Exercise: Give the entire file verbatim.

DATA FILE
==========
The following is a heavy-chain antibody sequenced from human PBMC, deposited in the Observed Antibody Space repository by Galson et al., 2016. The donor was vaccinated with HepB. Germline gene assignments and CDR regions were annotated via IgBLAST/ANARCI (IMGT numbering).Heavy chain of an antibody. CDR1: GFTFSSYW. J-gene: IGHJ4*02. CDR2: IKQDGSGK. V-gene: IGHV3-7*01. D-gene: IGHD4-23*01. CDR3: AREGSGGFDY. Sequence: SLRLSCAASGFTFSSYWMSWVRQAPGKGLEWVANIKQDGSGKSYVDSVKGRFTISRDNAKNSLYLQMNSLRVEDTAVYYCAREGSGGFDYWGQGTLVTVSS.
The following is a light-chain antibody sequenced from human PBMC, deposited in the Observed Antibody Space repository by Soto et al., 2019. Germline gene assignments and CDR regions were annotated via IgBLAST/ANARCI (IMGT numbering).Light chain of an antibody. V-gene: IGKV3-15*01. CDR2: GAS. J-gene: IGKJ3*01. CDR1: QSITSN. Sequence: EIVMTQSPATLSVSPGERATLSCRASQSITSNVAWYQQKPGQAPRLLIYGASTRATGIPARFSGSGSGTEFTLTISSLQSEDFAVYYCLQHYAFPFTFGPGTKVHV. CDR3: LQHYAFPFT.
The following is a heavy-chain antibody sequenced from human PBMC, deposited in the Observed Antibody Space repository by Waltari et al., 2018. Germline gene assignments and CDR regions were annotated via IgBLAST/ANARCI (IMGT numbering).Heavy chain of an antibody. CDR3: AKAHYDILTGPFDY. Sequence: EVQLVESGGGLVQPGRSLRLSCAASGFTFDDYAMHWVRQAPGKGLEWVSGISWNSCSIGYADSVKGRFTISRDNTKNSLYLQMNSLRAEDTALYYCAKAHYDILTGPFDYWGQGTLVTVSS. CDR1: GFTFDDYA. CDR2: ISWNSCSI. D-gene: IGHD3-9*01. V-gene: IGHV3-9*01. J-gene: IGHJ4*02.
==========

The following is a heavy-chain antibody sequenced from human PBMC, deposited in the Observed Antibody Space repository by Galson et al., 2016. The donor was vaccinated with HepB. Germline gene assignments and CDR regions were annotated via IgBLAST/ANARCI (IMGT numbering).Heavy chain of an antibody. CDR1: GFTFSSYW. J-gene: IGHJ4*02. CDR2: IKQDGSGK. V-gene: IGHV3-7*01. D-gene: IGHD4-23*01. CDR3: AREGSGGFDY. Sequence: SLRLSCAASGFTFSSYWMSWVRQAPGKGLEWVANIKQDGSGKSYVDSVKGRFTISRDNAKNSLYLQMNSLRVEDTAVYYCAREGSGGFDYWGQGTLVTVSS.
The following is a light-chain antibody sequenced from human PBMC, deposited in the Observed Antibody Space repository by Soto et al., 2019. Germline gene assignments and CDR regions were annotated via IgBLAST/ANARCI (IMGT numbering).Light chain of an antibody. V-gene: IGKV3-15*01. CDR2: GAS. J-gene: IGKJ3*01. CDR1: QSITSN. Sequence: EIVMTQSPATLSVSPGERATLSCRASQSITSNVAWYQQKPGQAPRLLIYGASTRATGIPARFSGSGSGTEFTLTISSLQSEDFAVYYCLQHYAFPFTFGPGTKVHV. CDR3: LQHYAFPFT.
The following is a heavy-chain antibody sequenced from human PBMC, deposited in the Observed Antibody Space repository by Waltari et al., 2018. Germline gene assignments and CDR regions were annotated via IgBLAST/ANARCI (IMGT numbering).Heavy chain of an antibody. CDR3: AKAHYDILTGPFDY. Sequence: EVQLVESGGGLVQPGRSLRLSCAASGFTFDDYAMHWVRQAPGKGLEWVSGISWNSCSIGYADSVKGRFTISRDNTKNSLYLQMNSLRAEDTALYYCAKAHYDILTGPFDYWGQGTLVTVSS. CDR1: GFTFDDYA. CDR2: ISWNSCSI. D-gene: IGHD3-9*01. V-gene: IGHV3-9*01. J-gene: IGHJ4*02.